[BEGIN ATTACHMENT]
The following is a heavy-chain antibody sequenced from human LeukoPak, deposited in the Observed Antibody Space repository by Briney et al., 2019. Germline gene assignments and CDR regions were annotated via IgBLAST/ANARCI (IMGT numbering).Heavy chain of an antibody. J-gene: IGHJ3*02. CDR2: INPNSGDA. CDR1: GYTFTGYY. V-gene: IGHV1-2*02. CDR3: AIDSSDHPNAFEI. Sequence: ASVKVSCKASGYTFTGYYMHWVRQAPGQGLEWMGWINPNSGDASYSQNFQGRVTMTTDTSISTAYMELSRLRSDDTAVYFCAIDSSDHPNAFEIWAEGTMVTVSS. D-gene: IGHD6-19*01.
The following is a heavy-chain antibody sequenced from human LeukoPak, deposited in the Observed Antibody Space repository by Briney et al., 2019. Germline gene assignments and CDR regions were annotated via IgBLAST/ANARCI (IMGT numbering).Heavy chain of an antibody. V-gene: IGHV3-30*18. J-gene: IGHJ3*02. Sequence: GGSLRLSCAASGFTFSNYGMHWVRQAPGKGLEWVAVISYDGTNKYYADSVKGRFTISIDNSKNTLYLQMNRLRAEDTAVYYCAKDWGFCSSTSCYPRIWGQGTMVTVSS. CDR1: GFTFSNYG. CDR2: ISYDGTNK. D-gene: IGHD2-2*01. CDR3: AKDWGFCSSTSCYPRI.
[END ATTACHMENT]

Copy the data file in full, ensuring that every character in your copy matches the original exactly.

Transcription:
The following is a heavy-chain antibody sequenced from human LeukoPak, deposited in the Observed Antibody Space repository by Briney et al., 2019. Germline gene assignments and CDR regions were annotated via IgBLAST/ANARCI (IMGT numbering).Heavy chain of an antibody. J-gene: IGHJ3*02. CDR2: INPNSGDA. CDR1: GYTFTGYY. V-gene: IGHV1-2*02. CDR3: AIDSSDHPNAFEI. Sequence: ASVKVSCKASGYTFTGYYMHWVRQAPGQGLEWMGWINPNSGDASYSQNFQGRVTMTTDTSISTAYMELSRLRSDDTAVYFCAIDSSDHPNAFEIWAEGTMVTVSS. D-gene: IGHD6-19*01.
The following is a heavy-chain antibody sequenced from human LeukoPak, deposited in the Observed Antibody Space repository by Briney et al., 2019. Germline gene assignments and CDR regions were annotated via IgBLAST/ANARCI (IMGT numbering).Heavy chain of an antibody. V-gene: IGHV3-30*18. J-gene: IGHJ3*02. Sequence: GGSLRLSCAASGFTFSNYGMHWVRQAPGKGLEWVAVISYDGTNKYYADSVKGRFTISIDNSKNTLYLQMNRLRAEDTAVYYCAKDWGFCSSTSCYPRIWGQGTMVTVSS. CDR1: GFTFSNYG. CDR2: ISYDGTNK. D-gene: IGHD2-2*01. CDR3: AKDWGFCSSTSCYPRI.